In addition to privacy law developments, there were a number of significant privacy and data protection enforcement actions globally. We saw some significant GDPR fines announced in 2021, including two record-breaking fines from the Luxembourg and Irish data protection authorities, respectively. In July 2021, the Luxembourg data protection supervisory authority issued a fine against a major US-based online retailer and e-commerce platform for EUR746 million. This was followed by a fine issued in September 2021 by the Irish Data Protection Commissioner against WhatsApp Ireland Limited for EUR225 million. Both fines are subject to ongoing appeals. Enforcement shows no signs of slowing down this year—in the first week of January 2022, the French data protection authority, the CNIL, announced fines of 150 million euros against Google and 90 million euros against Facebook, relating to their cookie consent practices, which according to the CNIL did not make it as easy to reject cookies as to accept them. The CNIL gave the companies 3 months to bring their practices into compliance or face further fines of EUR100,000 per day of delay.

In the United States

Beyond the pandemic and the significant privacy law and enforcement developments last year, cybersecurity continued to be a significant risk area for organizations. A number of significant cyber security incidents and vulnerabilities were reported in 2021, several of which had sweeping implications, including vulnerability, first reported in December 2021 (you can read the DLA client alert here) related to Apache Log4j, a ubiquitous, open-source Java logging utility—this vulnerability has been described by numerous experts and public and private agencies as one of the most significant security vulnerabilities in decades, given Log4j’s widespread use across devices, web servers and systems worldwide. In addition, 2021 continued to see an increasing number of ransomware attacks, with supply chain-focused attacks, double-extortion demands, and ransomware-as-a-service continuing to be on the upswing.

With the ongoing privacy, data protection and cybersecurity developments, effective governance and sustainable compliance programs are more important now than ever to effectively managing compliance and risks. Without effective governance, responding to evolving compliance requirements—as well as privacy and cybersecurity incidents—can prove costly, challenging and ineffective, and leave organizations more exposed to unnecessary risks. On the other hand, effective governance and a sustainable compliance program enables an organization to make informed decisions on compliance and risk, and respond accordingly to legal, operational and enforcement developments.

DLA Piper's global data protection, privacy and security team brings deep experience and international reach, bringing practical compliance solutions to the myriad data protection laws.

We hope you continue to enjoy this popular resource, drawing on DLA Piper's global network of offices and trusted local counsel across an unparalleled number of jurisdictions.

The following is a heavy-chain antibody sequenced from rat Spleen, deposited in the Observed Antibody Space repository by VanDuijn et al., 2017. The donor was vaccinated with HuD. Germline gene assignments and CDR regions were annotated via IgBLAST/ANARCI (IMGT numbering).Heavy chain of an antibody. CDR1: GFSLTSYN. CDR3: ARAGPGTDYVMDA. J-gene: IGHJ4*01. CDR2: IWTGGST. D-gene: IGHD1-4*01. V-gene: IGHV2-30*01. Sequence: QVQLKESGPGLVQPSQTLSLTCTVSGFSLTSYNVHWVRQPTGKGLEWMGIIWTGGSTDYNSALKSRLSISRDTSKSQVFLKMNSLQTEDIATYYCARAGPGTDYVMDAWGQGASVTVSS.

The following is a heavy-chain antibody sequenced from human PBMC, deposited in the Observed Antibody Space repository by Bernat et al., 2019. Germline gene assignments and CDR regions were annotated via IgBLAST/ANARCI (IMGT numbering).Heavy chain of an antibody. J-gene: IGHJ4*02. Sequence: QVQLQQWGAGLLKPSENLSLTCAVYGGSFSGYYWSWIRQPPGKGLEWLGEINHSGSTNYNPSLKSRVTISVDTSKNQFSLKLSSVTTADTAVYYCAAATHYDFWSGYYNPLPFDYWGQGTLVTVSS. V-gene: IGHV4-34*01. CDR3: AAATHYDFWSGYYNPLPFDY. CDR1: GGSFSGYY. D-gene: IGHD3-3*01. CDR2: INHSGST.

If you require further guidance, please do not hesitate to contact us at [email protected].

Data Privacy Scorebox

You may also be interested in our Data Privacy Scorebox, a tool to help you assess your data protection strategy. It requires completing a survey covering 12 areas of data privacy, such as storage of data, use of data, and customers' rights. Once completed, a report summarizing your organization's alignment with key global principles of data protection is produced. The report includes a visual summary of the strengths and weaknesses of your data protection strategy, a practical action point checklist, as well as peer benchmarking data.

To access the Scorebox, please visit www.dlapiper.com/dataprotection.

GDPR Site

We are proud to present a dedicated site offering DLA Piper's insight into the General Data Protection Regulation, the once-in-a-generation change in EU data protection laws.

CCPA Site

We are proud to also present a dedicated site offering our insight into the ground-breaking new California privacy law.

Data Protection Blog

If you find this Handbook useful, you may also be interested in DLA Piper's Data Protection, Privacy and Security group's Privacy Matters Blog − a blog featuring regular data protection, privacy and security legal updates to help you remain aware of the most important legal and regulatory developments.

We have over 130 experienced privacy and security lawyers across the globe who are close to the regulations in each of their respective jurisdictions and who regularly post summary articles on their local issues.

To access the blog, please visit http://blogs.dlapiper.com/privacymatters/.

To ensure you receive an automatic email when a new article is posted, please enter your details in the 'subscribe' section found on the blog’s right hand sidebar.

Disclaimer

This handbook is not a substitute for legal advice. Nor does it cover all aspects of the legal regimes surveyed, such as specific sectorial requirements. Enforcement climates and legal requirements in this area continue to evolve. Most fundamentally, knowing high-level principles of law is just one of the components required to shape and to implement a successful global data protection compliance program.

Data Protection and Privacy Group Key Contacts

Americas

Jennifer Kashatus
Jennifer Kashatus
Partner
T +1 202 799 4448
Kate Lucente
Kate Lucente
Partner and Co-Editor, Data Protection Laws of the World
T +1 813 222 5927
Andrew Serwin
Andrew Serwin
Partner, Global Co-Chair Data Protection, Privacy and Security Group
T +1 858 677 1418

Europe, Middle East and Africa

Andrew Dyson
Andrew Dyson
Partner, Global Co-Chair Data Protection, Privacy and Security Group
T +44 (0)113 369 2403
Ewa Kurowska-Tober
Ewa Kurowska-Tober
Partner, Global Co-Chair Data Protection, Privacy and Security Group
T +48 22 540 74 1502
Denise Lebeau-Marianna
Denise Lebeau-Marianna
Partner
T + 33 (0)1 40 15 24 98
Diego Ramos
Diego Ramos
Partner
T +349 17901658
Richard van Schaik
Richard van Schaik
Partner
T +31 20 541 9828

Asia Pacific

Carolyn Bigg
Carolyn Bigg
Partner, Global Co-Chair of Data Protection, Privacy and Security Group
T +852 2103 0576
Nicholas Boyle
Nicholas Boyle
Partner
T +61 2 9286 8479

EDITORS

James Clark
James Clark
Senior Associate and Co-Editor, Data Protection Laws of the World
T +44 113 369 2461
Kate Lucente
Kate Lucente
Partner and Co-Editor, Data Protection Laws of the World
T +1 813 222 5927
Lea Lurquin
Lea Lurquin
Associate and Contributing Editor, Data Protection Laws of the World
T +1 415 615 6024